When it comes to finding an inexpensive fish, there’s not always a lot of good options. Basa and tilapia tend to be widely available and cheap, but they can be almost entirely devoid of taste. Catfish, although reasonable, can be off-putting. Preparations generally are limited to frying or cajun-style to mask any dirt-like taste. For a reasonably-priced, mild yet tasty fish, many opted instead for the versatile and flavorful salmon. But that’s changed. You can pay upwards of $12/lb for farm-raised salmon- and the color is added! Organic salmon can be well over $20/lb. I’m not sure if this is a result of the popularity, but it doesn’t seem to be a sustainability issue since the supply seems endless.
But in a strange turn of events, cod is making a resurgence. Turn-of-the-century overfishing resulted in a shortage in the market and high prices. But conditions have changed, now it’s everywhere. And this is locally caught (not frozen) and on sale — it’s even cheaper than salmon used to be! A one day sale at Whole Foods recently had it for $5.99/lb!! Tip: always make sure to smell fish before buying to confirm freshness. An odor = trouble.
With this being on sale so often, obviously I had to try a few healthy cooking techniques. (Sorry, none of them involved the ever-popular deep frying for fish & chips.) To compare, I kept the basic preparations similar: fresh lemon, oil, salt, pepper, herbs and ginger.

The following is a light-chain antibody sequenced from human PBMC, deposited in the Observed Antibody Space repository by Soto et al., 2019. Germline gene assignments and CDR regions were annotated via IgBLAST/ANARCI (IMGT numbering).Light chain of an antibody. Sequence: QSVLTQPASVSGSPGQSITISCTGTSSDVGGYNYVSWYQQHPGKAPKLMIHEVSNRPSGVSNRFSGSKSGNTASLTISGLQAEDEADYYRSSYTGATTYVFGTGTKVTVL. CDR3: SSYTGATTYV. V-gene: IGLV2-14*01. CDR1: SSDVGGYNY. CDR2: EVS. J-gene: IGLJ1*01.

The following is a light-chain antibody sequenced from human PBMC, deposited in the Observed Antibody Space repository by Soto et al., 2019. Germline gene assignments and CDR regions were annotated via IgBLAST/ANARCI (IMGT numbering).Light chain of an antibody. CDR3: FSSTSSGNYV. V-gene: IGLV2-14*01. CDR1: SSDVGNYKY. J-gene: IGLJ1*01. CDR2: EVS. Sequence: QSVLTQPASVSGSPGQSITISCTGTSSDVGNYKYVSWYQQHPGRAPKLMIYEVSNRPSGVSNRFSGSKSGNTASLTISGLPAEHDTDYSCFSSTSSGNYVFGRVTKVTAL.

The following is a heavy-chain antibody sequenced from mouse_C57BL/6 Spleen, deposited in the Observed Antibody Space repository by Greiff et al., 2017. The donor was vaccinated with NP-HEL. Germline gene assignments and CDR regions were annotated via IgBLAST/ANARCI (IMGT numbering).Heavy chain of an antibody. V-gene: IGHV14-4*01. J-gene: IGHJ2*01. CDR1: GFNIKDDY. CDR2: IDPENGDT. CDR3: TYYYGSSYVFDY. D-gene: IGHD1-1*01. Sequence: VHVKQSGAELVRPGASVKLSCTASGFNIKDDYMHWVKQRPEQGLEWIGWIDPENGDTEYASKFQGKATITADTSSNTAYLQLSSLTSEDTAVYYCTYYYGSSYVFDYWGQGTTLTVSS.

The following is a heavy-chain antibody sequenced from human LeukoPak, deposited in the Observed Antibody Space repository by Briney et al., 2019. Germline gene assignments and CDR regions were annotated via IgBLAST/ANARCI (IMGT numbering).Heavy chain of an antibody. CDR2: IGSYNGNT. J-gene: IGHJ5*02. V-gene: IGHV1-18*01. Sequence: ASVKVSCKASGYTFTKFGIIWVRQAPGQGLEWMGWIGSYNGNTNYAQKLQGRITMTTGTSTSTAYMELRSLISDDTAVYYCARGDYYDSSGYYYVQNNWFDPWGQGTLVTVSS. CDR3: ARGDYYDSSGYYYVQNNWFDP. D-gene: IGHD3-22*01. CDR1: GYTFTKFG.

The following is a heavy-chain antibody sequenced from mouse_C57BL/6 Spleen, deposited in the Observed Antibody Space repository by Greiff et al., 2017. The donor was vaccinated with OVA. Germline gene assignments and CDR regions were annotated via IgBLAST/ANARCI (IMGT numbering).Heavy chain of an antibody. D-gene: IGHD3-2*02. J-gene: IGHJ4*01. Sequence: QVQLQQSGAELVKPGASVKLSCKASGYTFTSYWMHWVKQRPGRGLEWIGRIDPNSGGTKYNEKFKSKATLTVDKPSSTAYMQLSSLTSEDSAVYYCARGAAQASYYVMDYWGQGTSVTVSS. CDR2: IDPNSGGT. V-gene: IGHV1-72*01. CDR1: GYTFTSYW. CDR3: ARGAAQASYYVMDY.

First, I pan-fried it. About 4 minutes on each side (these are thick pieces- have your fish monger cut off the filet on the thickest part) in some butter.
This was the only cooking preparation that had butter. So it was quite delicious. But not an obvious winner.
Next up was grilled fish I made for Derby de Mayo. The perfect choice for fish tacos. Around the same cooking time as the pan-fried but over indirect heat on a very hot grill. (It was gone before I could get a photo.)
And twice I sous vide it (needed to experiment on the temp of the water bath). Settled on 48 degrees celsius for 25 minutes. But still working on whether to brine ahead of time and how to get a nice sear. Despite the presentation, it was the preferred cooking method. The fish was moist and flavorful– almost buttery even though there was no butter on it.
Pesto was the only condiment for each — basil, ramp or mint (had some extra ingredients to use up). And everything was simple, quick, healthy and delicious. Perfect for any night. For a complete meal, serve it with a lovely salad and a veggie- asparagus or broccolini work great. Use whatever preparation is easiest- steamed, roasted or grilled. Or for you carb lovers, consider an orzo tossed with a pesto, goat cheese and some sour cream.
Whatever works for you. Once you’ve tried some of the cooking preparations. let me know which one you think is best.
To drink: Try a dry Riesling- one from the Finger Lakes if you have that as an option – or Morimoto Soba Ale. For a cocktail, consider your sides — a lemon-infused drink would be lovely and not overpowering. You don’t want to take away from the taste of the fish. Unless you can smell the fish, and in that case, you should throw it out and drink enough to kill whatever parasite you might have ingested.
4 thoughts on “Cod Is Everywhere”
yummy! Love the pesto combination.
Great to find another blogger writing about sous-vide!
I find cod sous-vide to have great flavor and texture, but hard to sear as it flakes so much. I’ve had better luck with other types of fish, especially sea bass.
Thanks! Will have to try it. Too bad sea bass is never on sale.
The same also works for sea bream.